As a graduate of the BSME program, you will be prepared to work in a variety of diverse fields, including:
- Propulsion and power generation
- Testing and field engineering
- Technical sales and marketing
- New product research and development
- Consulting and forensic engineering
- Design and process engineering
- Manufacturing and applications engineering
- Engineering project and program management
- Technical executives and chief technology officers
- New business entrepreneurs
What is Mechanical Engineering?
Mechanical engineering is one of the broadest fields in engineering. Mechanical engineers research, design, and test mechanical systems, products, and processes for nearly every major sector of the global economy. The American Society of Mechanical Engineers (ASME) currently lists 36 technical divisions within the discipline, ranging from advanced energy systems and aerospace engineering to solid-waste engineering and consulting-forensic engineering.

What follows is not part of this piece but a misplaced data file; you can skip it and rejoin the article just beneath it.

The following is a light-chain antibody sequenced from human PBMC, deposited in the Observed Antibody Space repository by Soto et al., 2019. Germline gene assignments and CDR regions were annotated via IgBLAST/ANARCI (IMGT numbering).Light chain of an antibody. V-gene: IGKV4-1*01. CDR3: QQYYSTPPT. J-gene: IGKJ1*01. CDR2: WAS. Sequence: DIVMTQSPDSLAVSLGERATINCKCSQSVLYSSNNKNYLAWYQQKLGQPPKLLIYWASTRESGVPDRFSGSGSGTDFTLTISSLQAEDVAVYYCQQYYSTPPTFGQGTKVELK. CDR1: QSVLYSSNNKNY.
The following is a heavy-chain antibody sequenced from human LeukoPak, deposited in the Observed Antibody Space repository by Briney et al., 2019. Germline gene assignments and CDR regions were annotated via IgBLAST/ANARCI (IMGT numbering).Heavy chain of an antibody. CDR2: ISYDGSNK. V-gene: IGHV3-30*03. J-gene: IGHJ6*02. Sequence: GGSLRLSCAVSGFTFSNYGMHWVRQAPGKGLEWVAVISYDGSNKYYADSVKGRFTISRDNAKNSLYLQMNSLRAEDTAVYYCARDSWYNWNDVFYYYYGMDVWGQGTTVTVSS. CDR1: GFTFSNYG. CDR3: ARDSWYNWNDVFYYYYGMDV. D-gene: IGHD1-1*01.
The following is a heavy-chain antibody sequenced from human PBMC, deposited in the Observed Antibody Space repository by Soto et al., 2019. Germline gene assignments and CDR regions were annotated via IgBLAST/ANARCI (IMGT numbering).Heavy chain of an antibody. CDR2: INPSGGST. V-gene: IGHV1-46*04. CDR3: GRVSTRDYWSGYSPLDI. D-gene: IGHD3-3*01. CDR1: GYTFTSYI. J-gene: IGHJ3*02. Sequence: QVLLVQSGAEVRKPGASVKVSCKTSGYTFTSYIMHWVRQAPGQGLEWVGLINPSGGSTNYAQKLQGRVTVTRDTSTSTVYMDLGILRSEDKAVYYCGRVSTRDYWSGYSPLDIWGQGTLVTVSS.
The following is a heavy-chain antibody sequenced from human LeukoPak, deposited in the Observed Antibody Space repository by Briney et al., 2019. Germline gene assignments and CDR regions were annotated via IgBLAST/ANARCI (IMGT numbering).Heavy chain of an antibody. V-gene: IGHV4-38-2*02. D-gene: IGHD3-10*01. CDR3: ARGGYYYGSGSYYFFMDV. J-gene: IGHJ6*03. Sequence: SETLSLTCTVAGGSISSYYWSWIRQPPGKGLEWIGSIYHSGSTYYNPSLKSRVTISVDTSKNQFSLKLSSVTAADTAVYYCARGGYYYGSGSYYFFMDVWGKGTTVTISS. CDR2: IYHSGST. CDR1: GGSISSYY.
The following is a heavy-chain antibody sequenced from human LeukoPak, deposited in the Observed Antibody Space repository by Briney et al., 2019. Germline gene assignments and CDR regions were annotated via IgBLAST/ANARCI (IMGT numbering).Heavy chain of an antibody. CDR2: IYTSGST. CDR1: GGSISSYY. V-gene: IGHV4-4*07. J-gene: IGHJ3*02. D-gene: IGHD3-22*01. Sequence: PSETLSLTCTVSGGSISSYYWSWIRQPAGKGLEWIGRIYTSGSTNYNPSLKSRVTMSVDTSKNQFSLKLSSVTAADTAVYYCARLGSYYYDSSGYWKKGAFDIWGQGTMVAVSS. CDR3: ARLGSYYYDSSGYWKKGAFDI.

Mechanical engineers, or MEs, use their knowledge of physics, mathematics, and materials in conjunction with learned skills like problem-solving and critical thinking to transform scientific knowledge into goods and services. They analyze, design, and manufacture mechanical parts and devices. These devices may be very small, like nano-sensors, fluidic nozzles and diffusers, mini-pumps, injectors, and surgical tools. Others may be large mechanical systems to generate power or propel large aircraft and space vehicles.
Mechanical engineers take products from an idea to the marketplace. They rely on their knowledge of materials, statics and dynamics, fluid mechanics, gas dynamics, thermodynamics, heat transfer, process control, measurements and instrumentation, design, manufacturing, and simulation to understand and create mechanical systems.
Specialized mechanical engineering areas include biomechanics, tissue and bioengineering, energy conversion, bio-based materials and processing, combustion, micro-fluidic devices, fracture mechanics, nanomechanics, advanced power generation, tribology (friction and wear), and vibrations.